Can you make the burner holes bigger, so more secondary air gets in?

 

PS! Do not take my word for it, I am not a pro nor even a noob :)

 

 

Attached Files



#30 Mart

Mart

    Advanced Member

  • Members
  • PipPipPip
  • 282 posts

Posted 14 August 2013 - 04:30 AM

Do you remember that Swiss guy Daniel Bernoulli, with a huge wig, who stated that for an inviscid flow, an increase in the speed of the fluid occurs simultaneously with a decrease in pressure or a decrease in the fluid's potential energy.

Point is, that not only more gas comes out, but the gas comes out at faster speed. That is why at some pressure/nozzle orifice size it chokes and lots of gas is wasted.

1 kg of propane has energy 50.3 MJ (megajoules) or 47700 BTU and to burn 1 kg of propane you need 3630 g of O2.
Our atmosphere (air) has only 20.946% of O2 so you need about 17.3 kg of that stuff entering your burner/kiln in same time frame as propane.

If secondary air is not getting in , reduction happens (gas is wasted).

Now all we need is the nozzle_orifice/gas_pressure/burner_opening ratio. :)

Thankfully someone has done most of the hard work by calculating nozzle orifice/pressure to BTU output but we also need a kiln port?(opening for the burner) area calculation for the air.

I bet that this kiln book has it somewhere written down. If it has, can you please post it ?



#31 Mart

Mart

    Advanced Member

  • Members
  • PipPipPip
  • 282 posts

Posted 14 August 2013 - 12:43 PM

I guess that resolves the previous question :)

 

A rough rule-of-thumb ratio is one square inch of flue area to 8,000 BTU’s of maximum gas input

 

 

If area of flue opening (inside) is usually close to or equal to area of burner port opening ....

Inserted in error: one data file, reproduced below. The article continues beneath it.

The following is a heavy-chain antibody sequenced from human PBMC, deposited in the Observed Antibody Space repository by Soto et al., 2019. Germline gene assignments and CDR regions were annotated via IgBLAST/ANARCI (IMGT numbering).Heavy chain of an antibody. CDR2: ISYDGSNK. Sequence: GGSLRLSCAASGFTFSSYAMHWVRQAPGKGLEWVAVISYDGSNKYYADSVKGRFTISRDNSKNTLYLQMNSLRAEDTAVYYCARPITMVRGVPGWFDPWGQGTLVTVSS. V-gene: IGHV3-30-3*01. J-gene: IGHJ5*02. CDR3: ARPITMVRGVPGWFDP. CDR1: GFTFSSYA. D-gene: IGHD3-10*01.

#32 wadar

wadar

    Member

  • Members
  • PipPip
  • 10 posts

Posted 14 August 2013 - 05:49 PM

Hey there,

based on all i've read here and in "the kiln book" 3rd edition by F. Olson it seems like you're choking the kiln. you've gone from 27cf to 36 cf and 2 burners to 4 burners, respectively, so i would think that lack of fuel is not the problem. From page 201 of said book:

"Exit flues. There are 3 methods of determining exit flue sizes:

1. Add the total inlet flue areas (ports) to find the exit flue area.

2. A rule of thumb for exit flues is 2 1/2 sq. in. per cf kiln space.

3. I find that 7,000 btu burner input requires 1 sq. in. exit flue area, regardless of the burner system used A kiln requiring 1,000,000 btu burner input will need an exit flue of143 sq.in., or 12"x12".

It is always better to have flues on the large side than to have them small and choke the kiln. When the flues are too big they can be made smaller easily. Of the three methods, I use No. 1 and 3 and build the flue accordingly."

 

I also suspect that your inlet ports are too small, not allowing enough secondary air, but this is just a guess based on the size of the flue indicated by your required btu input for that size kiln.

 

Again, good luck with it,

Bill



#33 wadar

wadar

    Member

  • Members
  • PipPip
  • 10 posts

Posted 14 August 2013 - 06:27 PM

on the previous page,

"...if the kiln is under constant reduction and will not climb in temperature easily, the portholes can be widened to provide more secondary air for combustion. at the same time make sure that the exit flue is not too small. However, most of the time the burners will have oversixed orifices, thus throwing off the air/gas ratio for proper combustion.To solve this problem, replace the orifices with smaller ones. (Normal orifices for low pressure burners are between ..... 38 and 42 for propane"

 



#34 gianda

gianda

    Member

  • Members
  • PipPip
  • 17 posts

Posted 15 August 2013 - 12:30 AM

If I go by this  and consider the kiln to require 12K BTU per CUF   it will come to 36x12/8=54 SQ INCH   my flue size now is 7"x4.5"= 31.5  SQ INCH

I don't think an increase in flue size by  40% more or less is the solution...  especially if the burners are homemade ... I consider it to be more of a orifice size/ air inlet problem.